Brexit: The Mexico way?
The introduction to this short series of blogs explained that, at a team meeting in early March, we discussed a range of scenarios should the UK choose Brexit in June. We took as our models the way different North American countries interact with their powerful neighbour, the USA. In the first blog we looked at Cuba as it was in 2000 and in the final post we will look at Canada. Here we consider Mexico.
We had better start with a warning. These views are not the views of SAMI Consulting, nor of the author but reflect a conversation of a small group heavily supplemented by the author. The Group considered what would be the impact of a Brexit that resulted in a relationship similar to that between the USA and Mexico.
The relationship between the USA and Mexico is close, but probably only because of their proximity, and in practice close only because a close relationship is needed to manage circumstances, not through choice.
Some key issues of the USA/Mexico relationship appear to be:
- One party offers the opportunity for work, the other has unemployed workers, leading to one-way migration, which is not universally popular.
- One party is impoverished; the other is very rich.
- There is no parity of esteem at popular level nor at government level.
So are there parallels for Britain and the EU after Brexit? Absolutely, for all three USA/Mexican issues.
- There are people in Britain who take the view that inward migration from the EU is excessive and unsustainable. Although, in a Brexit world, Britain will have a significant advantage in the English Channel if it wants to limit immigration, whereas in the USA Donald Trump is proposing a mere wall.
- Many observers view a future for Britain and the EU, post Brexit, where there is one impoverished party and one very rich one. The only real question being which will be which, and much of the Brexit political hype focuses on this rather important unknown.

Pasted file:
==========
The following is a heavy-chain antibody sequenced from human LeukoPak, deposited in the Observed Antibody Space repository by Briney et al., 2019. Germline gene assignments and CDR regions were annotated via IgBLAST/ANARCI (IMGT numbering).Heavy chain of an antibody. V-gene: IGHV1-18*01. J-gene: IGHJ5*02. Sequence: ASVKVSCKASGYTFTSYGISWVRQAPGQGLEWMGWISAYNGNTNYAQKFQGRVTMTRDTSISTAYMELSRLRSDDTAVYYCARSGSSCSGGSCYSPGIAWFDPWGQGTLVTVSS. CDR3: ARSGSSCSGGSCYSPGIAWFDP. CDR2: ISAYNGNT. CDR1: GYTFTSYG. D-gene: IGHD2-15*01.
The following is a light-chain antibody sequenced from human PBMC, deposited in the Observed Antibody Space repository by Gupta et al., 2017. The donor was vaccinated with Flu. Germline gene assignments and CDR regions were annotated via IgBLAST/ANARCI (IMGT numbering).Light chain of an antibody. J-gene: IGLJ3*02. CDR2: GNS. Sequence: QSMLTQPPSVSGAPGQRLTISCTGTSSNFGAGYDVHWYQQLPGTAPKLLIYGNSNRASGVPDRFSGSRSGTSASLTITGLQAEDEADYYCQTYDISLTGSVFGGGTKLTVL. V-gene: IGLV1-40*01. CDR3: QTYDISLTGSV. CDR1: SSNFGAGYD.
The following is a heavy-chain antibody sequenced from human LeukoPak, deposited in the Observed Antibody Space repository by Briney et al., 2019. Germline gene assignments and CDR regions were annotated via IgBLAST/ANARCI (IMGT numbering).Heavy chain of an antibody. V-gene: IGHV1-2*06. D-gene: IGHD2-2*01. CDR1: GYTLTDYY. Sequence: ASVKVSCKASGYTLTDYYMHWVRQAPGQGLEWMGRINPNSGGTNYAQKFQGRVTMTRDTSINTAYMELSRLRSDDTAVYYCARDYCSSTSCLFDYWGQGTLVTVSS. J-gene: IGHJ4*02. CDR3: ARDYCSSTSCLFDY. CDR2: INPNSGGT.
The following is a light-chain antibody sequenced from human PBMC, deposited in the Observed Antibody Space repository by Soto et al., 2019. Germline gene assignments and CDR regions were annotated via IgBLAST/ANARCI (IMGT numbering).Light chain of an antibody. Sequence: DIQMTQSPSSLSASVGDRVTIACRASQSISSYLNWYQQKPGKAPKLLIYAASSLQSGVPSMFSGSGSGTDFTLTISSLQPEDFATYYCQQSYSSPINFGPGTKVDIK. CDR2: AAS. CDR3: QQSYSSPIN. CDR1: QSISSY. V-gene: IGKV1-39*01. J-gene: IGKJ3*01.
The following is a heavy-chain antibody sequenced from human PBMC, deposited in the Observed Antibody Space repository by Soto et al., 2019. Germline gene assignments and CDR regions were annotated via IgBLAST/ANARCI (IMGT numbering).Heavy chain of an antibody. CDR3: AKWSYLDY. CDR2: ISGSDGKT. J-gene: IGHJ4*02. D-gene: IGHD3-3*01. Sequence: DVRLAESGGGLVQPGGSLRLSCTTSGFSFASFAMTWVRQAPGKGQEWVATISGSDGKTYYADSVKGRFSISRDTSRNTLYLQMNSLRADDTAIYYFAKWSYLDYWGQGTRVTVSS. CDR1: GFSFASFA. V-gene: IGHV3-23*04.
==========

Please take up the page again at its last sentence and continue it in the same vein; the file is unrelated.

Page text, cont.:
- Post Brexit, Britain will have clearly shown the level of esteem in which it holds the Continentals, and, no doubt, in face of such an insult the Continentals will treat Britain with carefully calculated equivalent contempt. So actually, diverging from the USA/Mexican model there will be parity here, with esteem on both sides hitting the bottom.
Nevertheless, given that we will have arrived at a relationship with the EU, similar treaty-wise to the USA/Mexico relationship, what will be the impact on some key British issues?
- The City: From a British perspective, the future of the City of London and its financial strength is very important, either side of Brexit. But what will happen post Brexit? Would the USA be happy to see Mexico control a substantial proportion of its financial affairs, in-house or foreign? Will Frankfurt or Paris be happy to see London cashing in on the recovery of the Euro and capital markets in the EU?
- Immigration: Will East European builders and Parisian bankers still want to come to the UK? Even if they do the barriers will be up. Will I still have a Lithuanian/Mexican cleaner?
- Expatriates: if you were a Frenchman in the Dordogne, would you want a quasi-Mexican living next door?
- Security and defence: Assuming that the rest of the world notices when Britain leaves the EU, why bomb a nation with little influence on European terrorism and immigration policy?
- Trade: The EU is likely to be selective in what trade it wishes to promote with Britain, even under a NAFTA form of agreement. Farming exports to the UK would be preserved so UK farming (unsubsidised?) exports to the EU would be permitted, and Spanish chicory, French apples will continue to flood our markets. More generally a NAFTA agreement would largely reflect what we have at present.
- House prices: Expats returning won’t be able to afford current UK prices. European immigrants leaving will drive down prices. With the City being increasingly isolated in banking circles will the Chinese and Russians prefer Paris and Berlin as safe havens? Or might they agree with the concept of Brexit and invest more?
So down to the polling station and vote Permanecer o Salir, as we say in Mexico
The future is uncertain whether we Brexit or Remain. The nature of the relationship we have with the rest of the EU will underpin the whole range of economic and other issues. In this short series, we are exploring a range of models for the Brexit option. Tell us what you think – and what models you think we might use to explore “Remain”.
Written by Nick Jackson, SAMI Principal
The views expressed are those of the author and not necessarily of SAMI Consulting.